Every time a large vehicle came up on me slowly, I fantasized that they’d stop, hop out of the car with a gas can and come ask if I just needed gas.

I wondered if maybe I should make a cardboard sign that says “Need Gas!” and keep it in the car, cause, despite the encouragement from my friend that I keep 10 gallons of it with me in the cab.. that ain’t gonna happen.

Then my phone rang.

“Hi, this is Mikey from AAA.”
‘MIKEY. How far away are you man.’ (in my ‘I have a sense of humor AND this is fuckin serious’ voice)
“I’m about 5 minutes away. Are you past the denny onramp? Or before it?”
‘I am just outside the tunnel, before the onramp. I’m blocking the right lane.’
“Ok. I will be there soon. Hang tight.”

5 minutes. Ok. Cool.

About two minutes later, a giant truck pulled up behind me. I watched in the mirror as the door opened and showed a big WSDOT on the side. Then I noticed the light bars — not tow lights. MOVE THE FUCK OVER lights. They started blinking bigass arrows toward the left.

The tension broke and I laughed. FOR ME?

The driver walked to my passenger side, I shuffled over (the van is so wide, I can’t adjust the rear view mirror while sitting in the position I drive in.. it’s like two steps to the passenger side) rolled the window down and let him know AAA was close, and thanked him for showing up so quickly. I wasn’t sure what they’d be sending, but I was really pleased it wasn’t a cop, which is what I guess I was expecting.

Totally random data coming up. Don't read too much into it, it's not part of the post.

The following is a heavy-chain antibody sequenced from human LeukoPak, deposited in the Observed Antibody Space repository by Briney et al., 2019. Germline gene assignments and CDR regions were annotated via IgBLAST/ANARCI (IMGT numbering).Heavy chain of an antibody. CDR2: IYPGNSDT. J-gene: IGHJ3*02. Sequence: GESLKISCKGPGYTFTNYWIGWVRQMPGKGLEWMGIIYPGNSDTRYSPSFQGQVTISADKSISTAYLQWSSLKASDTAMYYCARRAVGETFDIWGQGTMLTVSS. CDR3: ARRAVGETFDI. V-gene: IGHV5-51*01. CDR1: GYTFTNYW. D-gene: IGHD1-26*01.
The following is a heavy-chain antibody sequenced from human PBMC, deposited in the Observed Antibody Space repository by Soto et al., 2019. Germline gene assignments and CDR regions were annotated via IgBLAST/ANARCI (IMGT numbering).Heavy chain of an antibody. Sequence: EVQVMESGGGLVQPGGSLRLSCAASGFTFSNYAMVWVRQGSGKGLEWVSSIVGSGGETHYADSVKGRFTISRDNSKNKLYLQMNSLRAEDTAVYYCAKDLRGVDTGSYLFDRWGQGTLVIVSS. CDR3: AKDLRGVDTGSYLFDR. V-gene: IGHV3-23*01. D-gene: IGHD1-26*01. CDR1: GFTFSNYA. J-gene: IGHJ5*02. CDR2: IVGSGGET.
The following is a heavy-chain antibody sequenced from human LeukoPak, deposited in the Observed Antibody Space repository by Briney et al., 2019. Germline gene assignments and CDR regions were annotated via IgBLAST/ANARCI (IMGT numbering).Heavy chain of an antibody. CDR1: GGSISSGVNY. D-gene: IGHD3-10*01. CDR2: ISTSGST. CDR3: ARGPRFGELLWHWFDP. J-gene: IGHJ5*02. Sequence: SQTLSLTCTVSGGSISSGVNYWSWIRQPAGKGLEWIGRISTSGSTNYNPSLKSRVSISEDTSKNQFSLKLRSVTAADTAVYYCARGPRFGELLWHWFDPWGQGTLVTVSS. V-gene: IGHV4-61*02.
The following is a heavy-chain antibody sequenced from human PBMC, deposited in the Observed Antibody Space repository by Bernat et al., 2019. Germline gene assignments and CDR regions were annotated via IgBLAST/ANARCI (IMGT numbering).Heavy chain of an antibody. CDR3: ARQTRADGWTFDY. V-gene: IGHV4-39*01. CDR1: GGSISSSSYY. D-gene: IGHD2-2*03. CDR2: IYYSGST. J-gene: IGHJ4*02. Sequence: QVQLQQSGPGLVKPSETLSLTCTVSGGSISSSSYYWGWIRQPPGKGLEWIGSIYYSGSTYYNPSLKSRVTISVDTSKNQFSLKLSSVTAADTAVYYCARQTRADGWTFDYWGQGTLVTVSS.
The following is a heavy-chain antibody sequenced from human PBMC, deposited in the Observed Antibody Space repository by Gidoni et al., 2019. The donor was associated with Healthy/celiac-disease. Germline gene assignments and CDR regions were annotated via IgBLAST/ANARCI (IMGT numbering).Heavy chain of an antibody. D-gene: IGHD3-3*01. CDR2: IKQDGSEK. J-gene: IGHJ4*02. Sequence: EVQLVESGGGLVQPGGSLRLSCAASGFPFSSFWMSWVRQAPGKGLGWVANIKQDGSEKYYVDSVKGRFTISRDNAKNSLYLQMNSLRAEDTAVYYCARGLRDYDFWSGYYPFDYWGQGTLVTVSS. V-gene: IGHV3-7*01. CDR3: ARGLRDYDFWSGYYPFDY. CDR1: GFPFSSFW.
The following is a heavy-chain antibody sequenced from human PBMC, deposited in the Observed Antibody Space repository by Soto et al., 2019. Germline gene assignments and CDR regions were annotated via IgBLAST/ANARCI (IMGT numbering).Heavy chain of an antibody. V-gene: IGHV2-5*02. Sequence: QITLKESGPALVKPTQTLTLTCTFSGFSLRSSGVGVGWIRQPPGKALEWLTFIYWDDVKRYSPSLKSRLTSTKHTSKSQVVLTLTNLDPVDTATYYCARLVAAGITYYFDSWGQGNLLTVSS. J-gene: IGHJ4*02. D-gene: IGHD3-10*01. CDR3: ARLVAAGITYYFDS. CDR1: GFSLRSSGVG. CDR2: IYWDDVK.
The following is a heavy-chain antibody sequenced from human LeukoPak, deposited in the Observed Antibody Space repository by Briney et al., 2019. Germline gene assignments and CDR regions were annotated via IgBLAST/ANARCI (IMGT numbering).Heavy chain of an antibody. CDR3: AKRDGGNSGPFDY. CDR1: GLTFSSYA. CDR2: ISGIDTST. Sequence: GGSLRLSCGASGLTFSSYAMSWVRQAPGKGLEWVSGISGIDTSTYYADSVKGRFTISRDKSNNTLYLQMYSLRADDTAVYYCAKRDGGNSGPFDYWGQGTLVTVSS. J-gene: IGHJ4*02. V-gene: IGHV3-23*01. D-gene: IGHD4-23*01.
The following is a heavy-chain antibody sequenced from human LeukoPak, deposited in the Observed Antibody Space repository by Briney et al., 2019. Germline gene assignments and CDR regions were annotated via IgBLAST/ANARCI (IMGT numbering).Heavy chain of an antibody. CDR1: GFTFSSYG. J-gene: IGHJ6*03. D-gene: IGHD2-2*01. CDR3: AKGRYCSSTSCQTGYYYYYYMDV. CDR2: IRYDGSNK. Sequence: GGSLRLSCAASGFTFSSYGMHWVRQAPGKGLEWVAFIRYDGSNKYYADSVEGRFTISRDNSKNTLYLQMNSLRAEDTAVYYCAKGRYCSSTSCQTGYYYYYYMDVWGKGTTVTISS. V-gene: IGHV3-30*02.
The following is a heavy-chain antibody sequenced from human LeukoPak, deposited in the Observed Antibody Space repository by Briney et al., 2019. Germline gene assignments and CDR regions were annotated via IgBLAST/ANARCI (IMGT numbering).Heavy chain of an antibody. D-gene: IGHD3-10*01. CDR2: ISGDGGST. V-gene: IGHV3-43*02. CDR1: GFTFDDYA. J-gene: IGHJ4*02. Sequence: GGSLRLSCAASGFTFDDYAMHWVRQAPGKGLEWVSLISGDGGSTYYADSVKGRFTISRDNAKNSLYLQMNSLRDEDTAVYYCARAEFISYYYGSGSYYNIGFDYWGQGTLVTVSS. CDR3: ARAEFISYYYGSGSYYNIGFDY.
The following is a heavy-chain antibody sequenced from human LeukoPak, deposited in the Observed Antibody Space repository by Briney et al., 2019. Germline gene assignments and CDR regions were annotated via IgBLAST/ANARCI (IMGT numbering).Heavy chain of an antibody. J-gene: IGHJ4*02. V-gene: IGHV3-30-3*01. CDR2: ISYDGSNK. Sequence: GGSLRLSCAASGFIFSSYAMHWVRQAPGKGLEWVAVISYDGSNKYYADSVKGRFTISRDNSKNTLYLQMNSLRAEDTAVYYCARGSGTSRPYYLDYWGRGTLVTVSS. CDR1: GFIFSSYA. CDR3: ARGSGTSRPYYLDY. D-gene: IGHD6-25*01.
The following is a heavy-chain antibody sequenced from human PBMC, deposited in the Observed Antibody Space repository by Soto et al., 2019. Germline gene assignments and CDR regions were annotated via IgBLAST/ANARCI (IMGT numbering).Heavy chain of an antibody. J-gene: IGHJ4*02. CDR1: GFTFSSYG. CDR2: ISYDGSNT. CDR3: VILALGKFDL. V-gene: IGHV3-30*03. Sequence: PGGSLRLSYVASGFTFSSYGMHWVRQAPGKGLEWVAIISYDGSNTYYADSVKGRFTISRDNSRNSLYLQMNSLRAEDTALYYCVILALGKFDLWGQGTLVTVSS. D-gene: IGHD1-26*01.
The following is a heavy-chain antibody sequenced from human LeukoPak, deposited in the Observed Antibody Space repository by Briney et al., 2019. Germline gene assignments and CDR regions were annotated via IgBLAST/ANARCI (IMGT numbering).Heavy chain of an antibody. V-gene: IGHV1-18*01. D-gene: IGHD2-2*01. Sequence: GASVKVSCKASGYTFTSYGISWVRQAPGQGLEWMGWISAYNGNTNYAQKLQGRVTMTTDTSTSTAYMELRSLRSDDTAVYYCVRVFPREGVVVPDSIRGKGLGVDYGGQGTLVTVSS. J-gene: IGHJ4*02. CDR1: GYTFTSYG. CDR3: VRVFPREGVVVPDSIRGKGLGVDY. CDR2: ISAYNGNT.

I really don’t like cops. Not because I have anything to hide or reason to fear them, other than not having the money to pay the damn tickets they write, but because the police as a system require a bunch of brainwashed (in the best cases) uniformed oppressors masquerading as service workers. The institution of policing is one of the most violent dirtyworker tools of the imperialist capitalist colonialism bullshit I fucking hate about America that’s infecting the rest of the world. Their jobs exist, and have always exited, to bully and injure and kill a demographic of people I have come to care about, and many Seattle police have fucked over and hurt and maced friends of mine. Upon first glance I pretty much fit the stereotypical demographic they’re supposed to ‘protect’ (rich/not obviously poor, white) but I don’t trust them, I don’t think we as a society need them, having them around makes me nervous, I can’t pay their fucking ransoms, and I don’t like dealing with them basically ever. Which is kinda why I don’t call 911.